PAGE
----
Often, business owners are too quiet at these events and don’t view them as a great chance to build on new or existing relationships. If you’re not a naturally outgoing person, we get it — it can be hard to break out of your shell and start conversations with strangers. If that’s you, then consider focusing on another tactic before you try this. That said, if you’re an extroverted, talkative person by nature, this will be the perfect way for you to improve your prospecting tactics.
Make sure that you stay organized by keeping a detailed list of everyone you meet, their area of expertise, their contact information, what you’ve discussed with them, etc. All the networking in the world won’t get you very far if you don’t have a way to keep your information organized.
3. Cold Outreach
Cold outreach is usually what comes to mind when you initially think of prospecting: picking up the phone and cold-calling a potential prospect. Fortunately, cold outreach doesn’t just involve mindless phone calls. You can do research ahead of time to learn more about who you’re contacting and develop your ask.
First, create a list of contacts. Every city has a public place online where they list pulled permits, and usually, those permits have the contact information for the GC in charge of the project. When you call those general contractors, ask about the permit they just pulled. What project are they working on? Do they have a next job planned? Would they be willing to meet up for lunch sometime? Remember, you need to maintain contact with GCs outside of just the jobs you’re interested in, and your ask doesn’t always have to be a contract or a deal — it can be lunch or coffee, too.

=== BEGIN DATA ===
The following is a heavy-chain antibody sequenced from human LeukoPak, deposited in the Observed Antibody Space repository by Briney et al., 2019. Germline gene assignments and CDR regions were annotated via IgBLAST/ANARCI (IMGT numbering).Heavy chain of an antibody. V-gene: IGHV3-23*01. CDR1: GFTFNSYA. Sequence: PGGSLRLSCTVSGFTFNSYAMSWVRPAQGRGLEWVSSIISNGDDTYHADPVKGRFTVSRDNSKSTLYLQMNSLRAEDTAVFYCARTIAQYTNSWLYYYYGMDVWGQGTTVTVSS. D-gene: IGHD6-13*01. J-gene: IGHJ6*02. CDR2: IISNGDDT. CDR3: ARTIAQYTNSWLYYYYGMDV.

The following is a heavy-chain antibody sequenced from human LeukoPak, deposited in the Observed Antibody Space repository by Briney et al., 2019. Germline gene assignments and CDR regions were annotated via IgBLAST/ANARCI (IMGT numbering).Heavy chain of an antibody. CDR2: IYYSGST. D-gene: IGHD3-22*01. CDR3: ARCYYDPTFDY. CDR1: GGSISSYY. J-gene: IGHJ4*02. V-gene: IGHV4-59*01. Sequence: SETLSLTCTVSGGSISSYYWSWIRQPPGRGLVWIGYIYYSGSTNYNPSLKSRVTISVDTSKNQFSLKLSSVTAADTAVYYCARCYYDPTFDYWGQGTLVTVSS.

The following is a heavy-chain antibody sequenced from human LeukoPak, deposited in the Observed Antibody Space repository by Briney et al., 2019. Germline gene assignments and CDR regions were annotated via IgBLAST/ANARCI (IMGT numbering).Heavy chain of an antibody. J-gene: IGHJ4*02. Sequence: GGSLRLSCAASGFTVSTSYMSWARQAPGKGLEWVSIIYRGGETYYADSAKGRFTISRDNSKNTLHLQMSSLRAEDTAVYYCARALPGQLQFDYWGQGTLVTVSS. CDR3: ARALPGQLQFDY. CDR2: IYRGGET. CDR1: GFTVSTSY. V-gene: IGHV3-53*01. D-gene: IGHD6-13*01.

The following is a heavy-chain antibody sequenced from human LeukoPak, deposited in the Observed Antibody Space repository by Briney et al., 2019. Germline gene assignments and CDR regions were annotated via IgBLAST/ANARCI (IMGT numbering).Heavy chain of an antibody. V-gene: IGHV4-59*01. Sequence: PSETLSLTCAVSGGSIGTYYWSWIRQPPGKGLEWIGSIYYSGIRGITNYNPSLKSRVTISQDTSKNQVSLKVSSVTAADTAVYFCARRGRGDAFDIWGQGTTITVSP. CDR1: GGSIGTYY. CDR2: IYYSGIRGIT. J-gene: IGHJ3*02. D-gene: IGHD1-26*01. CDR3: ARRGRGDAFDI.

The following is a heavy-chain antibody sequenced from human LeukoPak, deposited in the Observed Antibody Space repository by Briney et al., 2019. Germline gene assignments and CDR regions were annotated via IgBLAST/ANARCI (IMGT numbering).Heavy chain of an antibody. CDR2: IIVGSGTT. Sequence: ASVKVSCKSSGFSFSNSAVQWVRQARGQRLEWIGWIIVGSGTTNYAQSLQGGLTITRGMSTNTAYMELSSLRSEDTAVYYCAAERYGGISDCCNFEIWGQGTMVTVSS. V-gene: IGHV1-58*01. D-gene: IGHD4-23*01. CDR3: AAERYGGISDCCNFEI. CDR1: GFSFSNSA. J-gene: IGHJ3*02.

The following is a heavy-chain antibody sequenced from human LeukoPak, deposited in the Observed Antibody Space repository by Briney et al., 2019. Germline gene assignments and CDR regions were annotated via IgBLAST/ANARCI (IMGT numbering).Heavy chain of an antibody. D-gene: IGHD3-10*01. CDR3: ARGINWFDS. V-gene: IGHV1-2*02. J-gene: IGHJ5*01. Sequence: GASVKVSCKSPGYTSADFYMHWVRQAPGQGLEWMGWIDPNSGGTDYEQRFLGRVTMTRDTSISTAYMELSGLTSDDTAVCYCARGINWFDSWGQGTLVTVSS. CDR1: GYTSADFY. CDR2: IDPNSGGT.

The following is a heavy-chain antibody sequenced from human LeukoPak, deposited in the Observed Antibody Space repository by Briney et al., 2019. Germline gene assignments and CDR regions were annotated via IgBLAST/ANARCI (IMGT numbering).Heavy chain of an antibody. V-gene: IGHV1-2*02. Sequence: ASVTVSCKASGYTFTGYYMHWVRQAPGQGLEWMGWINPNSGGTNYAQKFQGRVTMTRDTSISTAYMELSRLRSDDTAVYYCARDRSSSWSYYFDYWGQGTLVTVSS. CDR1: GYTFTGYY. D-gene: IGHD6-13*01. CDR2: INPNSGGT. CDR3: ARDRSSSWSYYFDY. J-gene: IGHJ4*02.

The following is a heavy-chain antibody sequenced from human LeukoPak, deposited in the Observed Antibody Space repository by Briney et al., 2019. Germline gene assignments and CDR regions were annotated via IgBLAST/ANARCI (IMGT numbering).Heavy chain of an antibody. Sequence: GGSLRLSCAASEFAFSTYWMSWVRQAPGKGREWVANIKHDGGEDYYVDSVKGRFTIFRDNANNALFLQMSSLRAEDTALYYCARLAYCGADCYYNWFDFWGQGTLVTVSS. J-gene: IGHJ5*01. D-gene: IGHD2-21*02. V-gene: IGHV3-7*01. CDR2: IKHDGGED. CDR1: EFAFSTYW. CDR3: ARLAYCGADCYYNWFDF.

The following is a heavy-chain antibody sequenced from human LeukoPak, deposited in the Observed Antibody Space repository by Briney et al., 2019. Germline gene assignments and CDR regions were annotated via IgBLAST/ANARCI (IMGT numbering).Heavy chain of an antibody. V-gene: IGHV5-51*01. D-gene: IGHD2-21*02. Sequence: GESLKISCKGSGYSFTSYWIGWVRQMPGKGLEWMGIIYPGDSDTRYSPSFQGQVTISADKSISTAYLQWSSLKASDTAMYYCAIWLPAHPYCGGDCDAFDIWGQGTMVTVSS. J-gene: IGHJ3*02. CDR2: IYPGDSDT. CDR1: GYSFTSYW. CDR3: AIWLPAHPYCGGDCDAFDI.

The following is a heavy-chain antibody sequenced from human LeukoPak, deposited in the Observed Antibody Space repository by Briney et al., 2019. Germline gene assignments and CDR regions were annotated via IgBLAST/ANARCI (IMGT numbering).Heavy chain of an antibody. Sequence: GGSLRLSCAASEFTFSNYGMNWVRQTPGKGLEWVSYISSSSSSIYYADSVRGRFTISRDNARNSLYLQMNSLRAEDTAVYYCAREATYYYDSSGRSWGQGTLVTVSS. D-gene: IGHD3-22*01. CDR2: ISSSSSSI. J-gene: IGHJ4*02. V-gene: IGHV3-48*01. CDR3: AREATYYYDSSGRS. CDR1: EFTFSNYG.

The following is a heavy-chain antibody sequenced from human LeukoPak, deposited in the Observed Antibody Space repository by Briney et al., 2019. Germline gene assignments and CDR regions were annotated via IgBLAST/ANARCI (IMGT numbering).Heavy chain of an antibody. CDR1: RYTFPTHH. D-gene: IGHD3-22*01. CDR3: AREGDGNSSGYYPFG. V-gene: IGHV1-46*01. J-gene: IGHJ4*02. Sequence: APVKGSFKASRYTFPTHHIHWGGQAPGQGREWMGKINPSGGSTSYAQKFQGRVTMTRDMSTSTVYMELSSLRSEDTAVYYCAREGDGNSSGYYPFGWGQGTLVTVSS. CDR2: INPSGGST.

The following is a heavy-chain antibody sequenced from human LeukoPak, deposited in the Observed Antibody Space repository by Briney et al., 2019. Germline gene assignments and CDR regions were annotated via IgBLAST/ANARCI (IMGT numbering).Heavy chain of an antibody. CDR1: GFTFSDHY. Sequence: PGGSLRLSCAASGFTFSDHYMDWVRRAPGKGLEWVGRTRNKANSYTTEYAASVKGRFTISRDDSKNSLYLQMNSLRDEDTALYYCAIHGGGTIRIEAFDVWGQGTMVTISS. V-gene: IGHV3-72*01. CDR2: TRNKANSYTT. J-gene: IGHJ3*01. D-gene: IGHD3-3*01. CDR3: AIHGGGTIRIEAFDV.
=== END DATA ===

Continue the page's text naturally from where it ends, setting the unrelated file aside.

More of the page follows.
Remember, you need to maintain contact with GCs outside of just the jobs you’re interested in, and your ask doesn’t always have to be a contract or a deal — it can be lunch or coffee, too.
Cold outreach can also take place online. LinkedIn is a great tool for meeting people, especially if you’re not keen to call contractors outright. You can use their Sales Navigator feature to find contact info for GCs in your city and message them online.
You can also use email to gather contacts and begin reaching out. If you have Gmail and you know the name of a GC (but not their email address), you can type potential email addresses for them into the search bar until they appear. Once you do email contacts, make sure your emails are clear and personalized. Know your ask, and steer clear of formulating a general email to send to all your prospects.
Use Your Strengths
Good prospecting tactics are the ones that fit your strengths and personality. Don’t feel pressure to try all of these tactics all at once. Some will feel more natural than others, so identify those strong areas and build on them for the future.
If in the future you hire someone to do prospecting for you, make sure to look for people who have strengths that don’t match yours.
If in the future you hire someone to do prospecting for you, make sure to look for people who have strengths that don’t match yours. This will help round out your prospecting strategy and allow you to reach more people.
Curious to develop your prospecting approach further? Check out our prospecting principles article. If you feel ready to take your prospecting and marketing strategies to the next level, then get a Free Growth Assessment with our team.